AWS Well-Architected Pillars

When building in the cloud, do you have a proven blueprint for what you're constructing?

Part 3 – Introduction to the Six Pillars

Part 3 of our series introduces the six pillars of the AWS Well-Architected Framework.

We’ll continue our layered approach of exploring each part of the framework. We’ll break down each part one by one in this multi-part series to understand them in depth.

Check out parts 1 and 2 of our series here if you haven’t seen them yet. Take some time and read through those now, as this one builds on the topics covered in those earlier articles. 

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At this point, we understand what the AWS Well-Architected Framework is all about now. Essentially the wisdom of millions of cloud practitioner brains collected over a ten-year span. Then bottled up into a framework of guiding principles and best practices.

We also took a look at the general design principles, which are the foundation of the framework itself.

When learning about AWS Well-Architected, I like using the simple building construction analogy to help visualize the AWS Well-Architected pillars. Bear with me, there are a lot of parallels going on here.

Building Construction graphic

The general design principles of the well-architected framework and it’s pillars, serve as our foundation, or solid ground, that we start our cloud workload construction on.

So, what comes next?

Well, the AWS Well-Architected Framework pillars have evolved over the years, and we can safely assume it will continue to do so into the future. In fact, the framework itself seems to live and breathe the same concepts from the general design principles that make up the framework itself.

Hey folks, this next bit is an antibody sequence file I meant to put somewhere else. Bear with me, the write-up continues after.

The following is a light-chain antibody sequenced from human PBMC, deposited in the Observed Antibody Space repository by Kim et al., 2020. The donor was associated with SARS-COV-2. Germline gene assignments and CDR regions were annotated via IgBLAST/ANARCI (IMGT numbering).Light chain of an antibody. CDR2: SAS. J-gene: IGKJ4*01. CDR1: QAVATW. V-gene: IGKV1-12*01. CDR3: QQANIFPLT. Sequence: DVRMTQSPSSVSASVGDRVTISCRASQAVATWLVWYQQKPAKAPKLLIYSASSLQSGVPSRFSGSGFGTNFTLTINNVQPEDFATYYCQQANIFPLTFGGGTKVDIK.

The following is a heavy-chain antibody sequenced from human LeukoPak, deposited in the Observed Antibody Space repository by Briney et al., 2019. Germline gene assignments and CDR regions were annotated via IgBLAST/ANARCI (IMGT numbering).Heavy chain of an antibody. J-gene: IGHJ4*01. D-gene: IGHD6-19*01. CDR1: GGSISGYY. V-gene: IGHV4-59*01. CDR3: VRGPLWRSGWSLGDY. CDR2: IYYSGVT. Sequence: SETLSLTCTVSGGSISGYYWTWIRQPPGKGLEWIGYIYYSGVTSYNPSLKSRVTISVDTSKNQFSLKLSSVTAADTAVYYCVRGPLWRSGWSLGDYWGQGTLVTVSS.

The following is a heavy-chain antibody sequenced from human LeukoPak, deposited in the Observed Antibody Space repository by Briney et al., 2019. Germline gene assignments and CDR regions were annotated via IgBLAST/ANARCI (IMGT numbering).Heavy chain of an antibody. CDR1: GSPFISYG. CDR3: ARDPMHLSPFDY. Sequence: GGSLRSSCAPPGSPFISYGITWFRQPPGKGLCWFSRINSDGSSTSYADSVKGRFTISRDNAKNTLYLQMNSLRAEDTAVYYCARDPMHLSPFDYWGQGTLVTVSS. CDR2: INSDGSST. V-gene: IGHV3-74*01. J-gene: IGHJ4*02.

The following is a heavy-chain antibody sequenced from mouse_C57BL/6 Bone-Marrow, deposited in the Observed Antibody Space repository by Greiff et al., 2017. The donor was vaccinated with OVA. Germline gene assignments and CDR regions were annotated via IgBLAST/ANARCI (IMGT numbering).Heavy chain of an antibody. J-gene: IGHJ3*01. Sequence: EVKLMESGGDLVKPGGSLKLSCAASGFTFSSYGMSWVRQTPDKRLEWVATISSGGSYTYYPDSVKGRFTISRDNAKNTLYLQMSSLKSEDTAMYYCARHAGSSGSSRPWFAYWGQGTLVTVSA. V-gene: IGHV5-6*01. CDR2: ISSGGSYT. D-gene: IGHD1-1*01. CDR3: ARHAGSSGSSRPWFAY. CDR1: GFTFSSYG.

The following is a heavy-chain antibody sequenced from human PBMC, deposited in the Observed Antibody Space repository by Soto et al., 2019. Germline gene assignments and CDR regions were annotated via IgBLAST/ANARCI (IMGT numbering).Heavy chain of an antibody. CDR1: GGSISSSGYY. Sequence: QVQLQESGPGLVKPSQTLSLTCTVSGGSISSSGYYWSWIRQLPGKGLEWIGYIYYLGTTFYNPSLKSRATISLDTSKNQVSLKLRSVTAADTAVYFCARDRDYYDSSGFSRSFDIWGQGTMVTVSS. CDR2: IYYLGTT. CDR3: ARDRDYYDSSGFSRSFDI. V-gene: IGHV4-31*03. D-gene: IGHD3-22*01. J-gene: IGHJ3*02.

We’ve looked at how the AWS Well-Architected Framework was built from the feedback of thousands of customers, professional services teams, solutions architects, support teams and so forth. Then taking all this data, analyzing and using it to drive the principles and best practices.

Along those same lines, we could say the framework has also been tested at production scale. Utilizing the huge pool of data coming from the feedback of customers and their internal teams. Teams working with customers in real-world scenarios, learning what works and what doesn’t.

The information the framework was built from is data-driven. There’s no guessing of needs or no guessing of what the principles and best practices should be. This is all battle-tested, data-driven guidance that AWS customers can benefit from.

Just as the general design principles tell us we should allow for evolutionary cloud architectures, the AWS Well-Architected framework itself continues to evolve.

Timeline graphic of the AWS Well-Architected Framework